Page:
Saturday, August 16, 2014

Still life

It happened far too often. Normally death came at night, taking a person in their sleep, stopping their heart or tickling them awake, leading them to the bathroom with a splitting headache before pouncing and flooding their brain with blood. It waits in alleys and metro stops. After the sun goes down plugs are pulled by white-clad guardians and death is invited into an antiseptic room.

But in the country death comes, uninvited, during the day. It takes fishermen in the their longboats. It gabs children by the ankles as they swim. In winter it calls them down a slope too steep for their budding skills, and crosses their skis at the tips. It waits along the shore where snow met ice not long ago but now, unseen by sparkling eyes, a little water touched the shore, and the skater makes a circle slightly larger than intended. Death stands in the woods with a bow and arrow at dawn and dusk. And it tugs cars off the road in broad daylight, the tires spinning furiously on ice or snow, or bright autumn leaves.
Still Life, by Louise Penny, is a wonderful palate cleanser of a book (a little too much SF for me lately). We've had cool, rainy days lately, and the leaves are starting to think about turning. The perfect backdrop for a perfect cosy mystery.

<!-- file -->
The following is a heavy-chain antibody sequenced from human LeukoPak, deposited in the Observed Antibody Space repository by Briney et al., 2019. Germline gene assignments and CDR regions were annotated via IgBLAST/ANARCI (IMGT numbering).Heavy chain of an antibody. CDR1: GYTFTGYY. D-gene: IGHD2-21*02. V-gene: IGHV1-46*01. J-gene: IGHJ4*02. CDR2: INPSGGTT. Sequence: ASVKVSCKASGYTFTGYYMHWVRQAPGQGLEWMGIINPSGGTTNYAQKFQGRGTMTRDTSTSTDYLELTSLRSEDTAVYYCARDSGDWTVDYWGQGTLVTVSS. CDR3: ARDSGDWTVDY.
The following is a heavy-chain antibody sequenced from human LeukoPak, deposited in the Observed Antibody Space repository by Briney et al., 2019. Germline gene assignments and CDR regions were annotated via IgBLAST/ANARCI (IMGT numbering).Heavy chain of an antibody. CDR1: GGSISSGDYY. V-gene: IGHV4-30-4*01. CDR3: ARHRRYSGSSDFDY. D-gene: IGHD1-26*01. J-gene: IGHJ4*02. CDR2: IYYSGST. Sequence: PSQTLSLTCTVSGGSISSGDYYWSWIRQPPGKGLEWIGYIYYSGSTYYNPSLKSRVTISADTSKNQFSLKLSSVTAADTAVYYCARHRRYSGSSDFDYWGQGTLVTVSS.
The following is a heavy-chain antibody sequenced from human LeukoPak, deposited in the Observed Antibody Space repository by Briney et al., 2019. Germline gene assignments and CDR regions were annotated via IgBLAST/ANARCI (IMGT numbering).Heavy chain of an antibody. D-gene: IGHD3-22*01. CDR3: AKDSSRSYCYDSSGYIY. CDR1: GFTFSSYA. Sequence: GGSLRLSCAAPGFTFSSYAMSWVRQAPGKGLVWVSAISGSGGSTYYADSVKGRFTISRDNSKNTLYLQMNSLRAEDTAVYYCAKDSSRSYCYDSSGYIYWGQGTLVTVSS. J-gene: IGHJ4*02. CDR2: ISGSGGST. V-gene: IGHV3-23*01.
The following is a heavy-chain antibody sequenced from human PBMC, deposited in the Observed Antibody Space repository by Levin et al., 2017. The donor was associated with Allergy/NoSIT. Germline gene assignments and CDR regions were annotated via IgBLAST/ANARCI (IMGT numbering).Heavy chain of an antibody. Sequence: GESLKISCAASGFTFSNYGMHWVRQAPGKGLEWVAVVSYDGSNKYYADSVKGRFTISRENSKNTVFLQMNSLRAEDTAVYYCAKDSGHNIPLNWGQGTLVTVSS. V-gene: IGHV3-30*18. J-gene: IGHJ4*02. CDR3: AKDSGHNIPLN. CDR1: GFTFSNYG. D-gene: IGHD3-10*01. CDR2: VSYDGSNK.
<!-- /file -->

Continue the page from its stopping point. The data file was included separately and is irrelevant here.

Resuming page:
Louis Penny brings death in the morning to Jane Neal, lovely, likeable old woman who'd just had a piece accepted to the community art show. And, like most of the villagers, there's a secret hidden in it.

I've read a few of Penny's novels before, but Still Life is the book that started the series of mysteries featuring Chief Inspector Gamache of the Sûreté du Québec. Her first book is every bit as assured in tone, plotting, character, and wit as the others I've read. There's only less Montreal (where Gamache's home and office are) and less departmental politics.

"Life is change. If you aren't growing and evolving you're standing still, and the rest of the world is surging ahead. Most of these people are very immature. They lead 'still' lives, waiting."
Perhaps the sentiment is a little anti-zen. More like stagnant stillness as opposed to being in stillness. But worth thinking about, no?

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